“I believe that in a great city, or even in a small city or a village, a great theater is the outward and visible sign of an inward and probable culture.”
—Sir Lawrence Olivier
Although I am familiar with the stage, I am a relative newcomer to the world of musical theater. In the summer of ’75, I got my ears wet with West Side Story. Years later in college, more knowledge filtered through in my role as costume designer for a production of Hair. It was there, on a patchouli-scented stage, that my theater education truly began. I am now in my sixth month at the FACC and Sondheim Center for the Performing Arts and still learning the lingo, codes, and customs of the illusory world of musical theater. There is a whole Middle Earth’s worth of language and culture to dip into.
To begin, here are a few terms to wet your whistle. Speaking of whistle, it is supposed to be bad luck to whistle in a theater. Sailors often moonlighted as stagehands in the theater and it was well known they communicated by whistles, so it was not a great idea to whistle because you might get something dropped on your head.
Cyclorama: Also called a “cyc.” A plain, curved, stretched cloth or rigid structure used as a background to a setting, giving an illusion of infinity.
Dark Theater: A day or night when there is no performance.
Discovered: A person or an object on stage when the curtain goes up.
Front of the House: Refers to services including parking, concessions, ushering, and playbill distributing. The “house” refers to the theater itself.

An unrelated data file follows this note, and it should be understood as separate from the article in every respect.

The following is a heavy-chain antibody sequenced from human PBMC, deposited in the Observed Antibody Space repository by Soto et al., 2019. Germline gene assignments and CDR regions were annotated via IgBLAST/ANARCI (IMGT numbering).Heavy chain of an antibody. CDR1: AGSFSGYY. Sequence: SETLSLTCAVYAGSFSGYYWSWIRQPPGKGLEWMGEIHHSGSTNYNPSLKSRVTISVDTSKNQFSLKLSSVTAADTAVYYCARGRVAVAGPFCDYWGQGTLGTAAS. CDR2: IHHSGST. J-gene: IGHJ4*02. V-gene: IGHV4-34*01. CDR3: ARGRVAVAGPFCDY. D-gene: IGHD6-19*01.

Ghost Light: A light left on the stage overnight or when the stage is not in use for safety and also for superstitious reasons having to do with keeping a light on for the spirits of the building. Speaking of spirits, there are legends from all points—north, south, east and west—about the “lady in white,” a ghostly female presence that is often thought to inhabit theaters.
Green Room: A room backstage where the actors hang, prepare, and celebrate prior, during, and after a performance. While rooting about the Internet, I found the following theories that may explain this curious concept.
• The first written use of the phrase comes from 1701, indicating that it was in the theatrical vernacular during the 16th century. It is thought that it may come from the noble colors worn by early theater companies in honor of their royal patrons.
• Another theory notes that archaic slang for the stage is “the green.” Hence, the room that’s just off the stage may have been designated the “green room.” Green is also thought to have a calming influence and therefore the actors’ lounge area was painted green to sooth and relax pre-performance jitters.
• One of the more creative theories is that the green room was commonly used to store stage shrubbery and grass and was therefore a nice soothing place for a Shakespearean actor to adjust his dress and check his wig before heading out to woo Juliet.
Next month we will meet, here in the Source, for more Theater 101.
Open Heart: Robby Benson’s Irreverent Look at Life
Before I sign off, I thank you for taking time to explore the world of theater, and I extend an invitation to put this newly found knowledge to use by attending Way Off Broadway’s production of Robby Benson’s musical, Open Heart, June 20–29, in the Sondheim Center. It’s one man’s outrageously funny and poignant wild ride to rediscover life’s priorities. Starring Robby Benson, Karla DeVito, and Stan Brown from the original New York cast, Open Heart is eclectic in style and a tribute to individualism and love.
Check out www.fairfieldacc.com for current event info.
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